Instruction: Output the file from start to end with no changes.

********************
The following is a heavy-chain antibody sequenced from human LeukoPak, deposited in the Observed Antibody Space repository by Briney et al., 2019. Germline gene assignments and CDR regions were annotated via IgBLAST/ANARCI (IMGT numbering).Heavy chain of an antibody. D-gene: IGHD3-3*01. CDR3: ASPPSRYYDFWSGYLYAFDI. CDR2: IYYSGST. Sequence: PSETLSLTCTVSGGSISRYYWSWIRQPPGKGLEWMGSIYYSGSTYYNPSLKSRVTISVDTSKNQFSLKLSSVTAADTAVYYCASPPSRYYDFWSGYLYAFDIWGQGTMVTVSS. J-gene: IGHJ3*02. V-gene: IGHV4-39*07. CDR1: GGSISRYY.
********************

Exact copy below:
The following is a heavy-chain antibody sequenced from human LeukoPak, deposited in the Observed Antibody Space repository by Briney et al., 2019. Germline gene assignments and CDR regions were annotated via IgBLAST/ANARCI (IMGT numbering).Heavy chain of an antibody. D-gene: IGHD3-3*01. CDR3: ASPPSRYYDFWSGYLYAFDI. CDR2: IYYSGST. Sequence: PSETLSLTCTVSGGSISRYYWSWIRQPPGKGLEWMGSIYYSGSTYYNPSLKSRVTISVDTSKNQFSLKLSSVTAADTAVYYCASPPSRYYDFWSGYLYAFDIWGQGTMVTVSS. J-gene: IGHJ3*02. V-gene: IGHV4-39*07. CDR1: GGSISRYY.